To celebrate International Women’s Day, I’m unearthing a story I wrote five years ago and stretching it to fill a few blog posts. Because I want to stretch the celebration of the day. I published this essay in Herizons, a Canadian feminist magazine coming out of Winnipeg that hangs on and also deserves congratulations and support.
MONUMENTAL WOMEN: PART ONE
How are women remembered? This is a story about death and life. It’s told as a road trip taken by two Toronto feminists in a rented Toyota in the Finger Lakes region of upstate New York in June 2007. It’s a tough topic to cover in a mere 2000 words. It’s also rare to have it told in quite this way, but I’m determined to give it a shot because this question about women and memory kept buzzing in my brain throughout our trip to these distant lands.
I’m an obituary writer for the Globe and Mail and I love doing this work. I believe that it’s an important form of storytelling and often the first recorded notes of a particular person’s history. Obituaries throb with emotion but never, never with sentimentality–at least I do my best to keep it free from that soppy material, promising instead good, solid research, quotes all told with a tight chronology. Nevertheless, there are poignant moments both in noting the stories and scripting them for an audience; I make important and sometimes profound connections with the living while writing about the newly dead.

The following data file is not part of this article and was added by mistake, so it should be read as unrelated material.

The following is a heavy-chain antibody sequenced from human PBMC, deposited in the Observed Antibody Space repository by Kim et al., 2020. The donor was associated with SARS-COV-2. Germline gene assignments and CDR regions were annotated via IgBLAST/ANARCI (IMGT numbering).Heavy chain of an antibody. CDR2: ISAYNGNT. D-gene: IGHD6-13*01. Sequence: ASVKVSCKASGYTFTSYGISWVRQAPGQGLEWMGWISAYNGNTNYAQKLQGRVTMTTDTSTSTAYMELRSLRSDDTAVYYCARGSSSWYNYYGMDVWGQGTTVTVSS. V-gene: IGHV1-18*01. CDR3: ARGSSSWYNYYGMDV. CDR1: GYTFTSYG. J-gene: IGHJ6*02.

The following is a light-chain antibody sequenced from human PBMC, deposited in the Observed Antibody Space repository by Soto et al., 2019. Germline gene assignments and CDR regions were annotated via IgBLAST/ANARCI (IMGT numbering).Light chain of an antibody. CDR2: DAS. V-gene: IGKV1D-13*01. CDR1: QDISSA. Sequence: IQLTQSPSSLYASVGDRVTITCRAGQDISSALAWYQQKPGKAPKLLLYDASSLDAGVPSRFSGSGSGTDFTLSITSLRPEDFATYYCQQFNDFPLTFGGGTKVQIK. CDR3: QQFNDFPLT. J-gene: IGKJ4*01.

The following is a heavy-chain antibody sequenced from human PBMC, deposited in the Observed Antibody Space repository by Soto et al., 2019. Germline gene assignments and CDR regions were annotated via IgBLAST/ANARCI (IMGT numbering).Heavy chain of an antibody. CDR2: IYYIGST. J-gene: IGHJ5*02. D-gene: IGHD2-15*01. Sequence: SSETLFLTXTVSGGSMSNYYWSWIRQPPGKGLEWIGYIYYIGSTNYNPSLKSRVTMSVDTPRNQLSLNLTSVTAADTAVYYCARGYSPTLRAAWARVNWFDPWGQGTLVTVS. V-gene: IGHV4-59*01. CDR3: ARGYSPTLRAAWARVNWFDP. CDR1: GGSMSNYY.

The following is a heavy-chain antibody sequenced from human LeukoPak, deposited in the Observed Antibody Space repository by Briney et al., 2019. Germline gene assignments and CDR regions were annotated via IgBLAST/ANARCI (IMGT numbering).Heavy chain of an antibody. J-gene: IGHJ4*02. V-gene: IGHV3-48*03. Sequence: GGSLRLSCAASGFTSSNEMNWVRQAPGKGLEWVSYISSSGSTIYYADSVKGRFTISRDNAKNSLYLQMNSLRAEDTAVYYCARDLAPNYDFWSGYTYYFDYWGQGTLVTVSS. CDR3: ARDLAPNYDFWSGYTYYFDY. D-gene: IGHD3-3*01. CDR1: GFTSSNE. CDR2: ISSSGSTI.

Last Spring, my partner Heather and I pressed our orange coffee mugs into the plastic cup holders and headed south to Alfred, a little university town in upstate New York, famous for degrees in ceramic art and in having only one traffic light. We were there to attend the 9th Great Obituary Writer’s Conference. While Heather snapped photos on campus, I sat inside with other writers from Israel, Spain, Britain, the Netherlands, Puerto Rico, and a number of American cities. Seminar topics included using archival photographs to describe a life; discussing heated controversies about paid versus unpaid obituaries; and how to avoid the ubiquitous ghoulish puns that are an unfortunate part of this work.
Pulitzer prize-winning writer Jim Sheeler autographed his recently published book Obit, featuring interviews with the families of American soldiers killed in Iraq. And New York writer Marilyn Johnson read from The Dead Beat: Lost Souls, Lucky Stiffs, and the Perverse Pleasures of Obituaries. There were lots of inspiring moments and many chances to raise our glasses–le chaim!—while sipping sensational Finger Lakes wine.
STAY TUNED FOR PART TWO OF “MONUMENTAL WOMEN”